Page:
Morning Ethics Warm-Up, 12/4/19: Trump Derangement And The Bad Guys

 

Good Morning!

1. Quote of the Day: David Bernstein on Instapundit: “What do you call a candidate pool with too women, a gay man, a jew, a half-Jew, and a Catholic?  If you’ve drank a certain type of Kool-Aid, you can this “not diverse”–even though there has been only one Catholic president, and no gay, Jewish, or woman presidents. The obsession with arbitrary and artificial “official” minority status may be the single worse feature of the modern chattering classes.”

Well, of course the problem is “white”: the Democratic party has been demonizing whites for years, and anti-white bigotry is accepted and even cheered. I also disagree  that the “obsession with arbitrary and artificial “official” minority status may be the single worse feature of the modern chattering classes.”  I can think of worse features, but it’s certainly a bad one.

2. Now THIS is Trump Derangement!Long time Leftist wacko Amanda Marcotte persuaded the fast-singing Salon tp publish her screed headlined, “How Donald Trump ruined Christmas: I won’t celebrate this year, and he’s why: My enthusiasm for the Christmas season was always weak. Amid the ugliness of Trump’s America, it’s disappeared.”

Her lament fits squarely into Big Lie #5 (“Everything is terrible.”) What is amusing and telling is that even though Salon’s readership is as hard left as the site, virtually every comment on her piece is negative. Here is the first one to come up, but the rest pretty much echo it:

Summary: The author is an atheist who doesn’t even believe in the central premise of Christmas, doesn’t have a great relationship with her family, and never really put forward an effort to celebrate the holiday in the past, but somehow Trump has ruined Christmas. She still likes Thanksgiving, however, because it has fewer cultural attachments.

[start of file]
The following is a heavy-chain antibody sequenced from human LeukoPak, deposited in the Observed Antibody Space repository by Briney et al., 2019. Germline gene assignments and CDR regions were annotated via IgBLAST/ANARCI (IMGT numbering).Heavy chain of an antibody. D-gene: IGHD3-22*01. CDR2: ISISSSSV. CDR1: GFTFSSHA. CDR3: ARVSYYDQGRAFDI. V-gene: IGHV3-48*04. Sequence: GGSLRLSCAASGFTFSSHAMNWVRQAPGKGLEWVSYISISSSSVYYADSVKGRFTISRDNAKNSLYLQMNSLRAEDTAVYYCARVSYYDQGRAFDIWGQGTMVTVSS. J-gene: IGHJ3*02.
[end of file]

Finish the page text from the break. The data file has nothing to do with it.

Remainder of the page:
Reaction: How in the world something this mind-bendingly stupid managed to get published by a major company is beyond me, and it’s an example of how the fanatical left has adopted a rhetoric of self-perpetuating trauma around this presidency. “How dare you vote for Trump because it makes me sad! Yes, linoleum makes me sad too, but especially Trump!” It is as if, somehow, they consider the rest of the country responsible for making sure that no part of their eggshell-tranquility is maintained, regardless of the fact that their fragility is entirely of their own making. News flash: No one cares.

Continue reading

Morning Ethics Warm-Up, 11/4/2019: Ethics Alarms Threats, Lawsuits, Censors And Foes

Good morning!

I’m hoping that I can get back on a more regular schedule soon, and I want to express me thanks for everyone’s patience with the unexplained gaps in commentary and the “warm-ups” that have been turning up ad odd hours of the night.

1. Ethics Alarms defamation suit update! The banned Ethics Alarms commenter whose feelings I hurt received notice that his appeal of the trial judge’s rejection of his absurd defamation claims was rejected, as was his motion to file a non-conforning brief, and his motion for sanctions against me as a Massachusetts lawyer.  Within minutes he had filed a motion for reconsideration. This, of course, requires me to file a response. It is vengeance by pro se abuse, of course, and wildly unethical, but I assumed this was what I was in for.

2. More “Welcome to my world!” notes. A Democratic  candidate for Congress in Michigan whom I referenced as an aside in this post in June about one of Rep. Ocasio-Cortez’s dumb tweets invaded my in-box last night to ask that I take down the post, saying in part,

I am sending this email to you to formally request that you remove my name from this website. As you are aware AOC has received a number of death threats.  I am a candidate running for Congress in Michigan and I recently had someone shoot a bullet through the window of our headquarters.  We are in the process of getting security however your decision to place my name on a website with someone who is constantly in danger [is] extremely dangerous to my safety and the safety of others. I have contacted the police & I am also in the process of contacting the FBI.  I will be certain to point out your website.